3. Cucherat et al 2000, used the same data as Boissel but with the addition of at least two more trials. Boissel was one of the four-strong research team and authored the report, which concluded:

There is some evidence that homeopathic treatments are more effective than placebo; however, the strength of this evidence is low because of the low methodological quality of the trials. Studies of high methodological quality were more likely to be negative than the lower quality studies. Further high quality studies are needed to confirm these results.

Source: PubMed


Early in 2010, science writer Martin Robbins wrote:

I spoke to Jean-Pierre Boissel, an author on two of the four papers cited (Boissel et al and Cucherat et al), who was surprised at the way his work had been interpreted.

“My review did not reach the conclusion ‘that homeopathy differs from placebo’,” he said, pointing out that what he and his colleagues actually found was evidence of considerable bias in results, with higher quality trials producing results less favourable to homeopathy.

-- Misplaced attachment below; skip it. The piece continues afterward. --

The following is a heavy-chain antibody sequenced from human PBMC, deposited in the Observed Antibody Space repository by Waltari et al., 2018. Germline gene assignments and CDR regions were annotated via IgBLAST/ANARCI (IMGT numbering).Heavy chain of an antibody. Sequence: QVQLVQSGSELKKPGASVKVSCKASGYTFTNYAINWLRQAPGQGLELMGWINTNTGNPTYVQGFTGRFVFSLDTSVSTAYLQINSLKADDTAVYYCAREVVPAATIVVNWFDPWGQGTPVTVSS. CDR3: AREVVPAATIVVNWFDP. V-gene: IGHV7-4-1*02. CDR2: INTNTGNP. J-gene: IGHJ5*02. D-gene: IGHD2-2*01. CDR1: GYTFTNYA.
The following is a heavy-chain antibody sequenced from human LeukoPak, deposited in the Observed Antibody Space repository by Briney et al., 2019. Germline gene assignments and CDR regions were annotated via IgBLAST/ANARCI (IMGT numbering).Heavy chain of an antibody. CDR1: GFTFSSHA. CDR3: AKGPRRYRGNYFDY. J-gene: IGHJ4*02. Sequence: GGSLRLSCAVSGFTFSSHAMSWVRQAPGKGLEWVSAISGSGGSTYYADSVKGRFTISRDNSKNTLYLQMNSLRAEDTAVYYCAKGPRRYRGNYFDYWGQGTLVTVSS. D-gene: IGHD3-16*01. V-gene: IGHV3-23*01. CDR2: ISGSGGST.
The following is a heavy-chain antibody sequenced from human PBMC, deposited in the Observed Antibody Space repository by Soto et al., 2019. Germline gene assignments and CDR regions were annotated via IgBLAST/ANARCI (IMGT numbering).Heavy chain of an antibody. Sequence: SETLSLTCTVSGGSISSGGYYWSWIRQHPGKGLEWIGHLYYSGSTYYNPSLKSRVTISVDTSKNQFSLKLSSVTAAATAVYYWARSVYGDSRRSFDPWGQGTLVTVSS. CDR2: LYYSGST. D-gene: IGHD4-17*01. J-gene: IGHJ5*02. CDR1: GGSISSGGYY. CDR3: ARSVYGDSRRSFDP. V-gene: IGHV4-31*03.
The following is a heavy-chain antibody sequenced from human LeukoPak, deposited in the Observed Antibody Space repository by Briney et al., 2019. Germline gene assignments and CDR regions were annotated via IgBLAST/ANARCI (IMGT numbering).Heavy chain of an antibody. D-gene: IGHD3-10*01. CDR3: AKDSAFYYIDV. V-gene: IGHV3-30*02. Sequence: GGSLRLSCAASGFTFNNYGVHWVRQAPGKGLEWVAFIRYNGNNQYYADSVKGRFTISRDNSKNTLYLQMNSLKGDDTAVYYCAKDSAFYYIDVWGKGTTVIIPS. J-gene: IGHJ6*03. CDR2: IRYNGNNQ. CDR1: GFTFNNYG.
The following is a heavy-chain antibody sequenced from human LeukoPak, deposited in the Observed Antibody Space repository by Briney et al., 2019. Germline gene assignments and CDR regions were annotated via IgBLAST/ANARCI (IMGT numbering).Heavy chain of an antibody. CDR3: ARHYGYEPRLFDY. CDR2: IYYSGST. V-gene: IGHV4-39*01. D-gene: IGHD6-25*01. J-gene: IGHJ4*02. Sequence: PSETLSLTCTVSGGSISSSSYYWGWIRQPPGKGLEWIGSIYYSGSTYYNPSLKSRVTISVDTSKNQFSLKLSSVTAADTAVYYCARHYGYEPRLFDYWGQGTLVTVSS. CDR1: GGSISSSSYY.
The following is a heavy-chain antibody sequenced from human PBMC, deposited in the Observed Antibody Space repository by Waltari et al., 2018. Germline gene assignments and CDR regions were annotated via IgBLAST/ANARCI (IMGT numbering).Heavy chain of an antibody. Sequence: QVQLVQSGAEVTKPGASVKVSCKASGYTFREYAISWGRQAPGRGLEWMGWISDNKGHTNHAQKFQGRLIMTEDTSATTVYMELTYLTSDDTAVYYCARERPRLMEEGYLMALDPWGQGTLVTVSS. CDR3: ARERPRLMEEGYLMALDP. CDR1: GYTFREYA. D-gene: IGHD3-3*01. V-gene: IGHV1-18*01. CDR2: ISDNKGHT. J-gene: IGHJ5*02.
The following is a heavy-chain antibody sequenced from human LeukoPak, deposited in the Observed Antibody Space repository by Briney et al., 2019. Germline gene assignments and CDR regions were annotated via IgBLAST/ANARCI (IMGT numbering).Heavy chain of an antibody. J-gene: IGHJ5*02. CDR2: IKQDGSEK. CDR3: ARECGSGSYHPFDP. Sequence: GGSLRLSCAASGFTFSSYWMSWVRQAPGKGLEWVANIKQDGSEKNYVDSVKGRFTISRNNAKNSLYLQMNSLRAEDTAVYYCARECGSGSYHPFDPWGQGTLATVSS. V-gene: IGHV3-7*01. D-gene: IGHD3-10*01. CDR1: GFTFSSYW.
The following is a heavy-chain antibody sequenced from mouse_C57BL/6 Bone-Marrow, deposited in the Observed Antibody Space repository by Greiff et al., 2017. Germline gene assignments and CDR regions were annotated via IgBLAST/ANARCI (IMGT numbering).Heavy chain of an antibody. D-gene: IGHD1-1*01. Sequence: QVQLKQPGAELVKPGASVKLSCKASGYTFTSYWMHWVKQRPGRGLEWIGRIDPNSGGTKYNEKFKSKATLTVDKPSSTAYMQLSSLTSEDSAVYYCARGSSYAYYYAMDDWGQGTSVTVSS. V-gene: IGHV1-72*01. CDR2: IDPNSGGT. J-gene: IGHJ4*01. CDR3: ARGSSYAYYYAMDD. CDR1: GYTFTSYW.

Source: Guardian online


4. Linde 1997, meta-analysis, 89 trials.

The results of our meta-analysis are not compatible with the hypothesis that the clinical effects of homeopathy are completely due to placebo. However, we found insufficient evidence from these studies that homeopathy is clearly efficacious for any single clinical condition. Further research on homeopathy is warranted provided it is rigorous and systematic.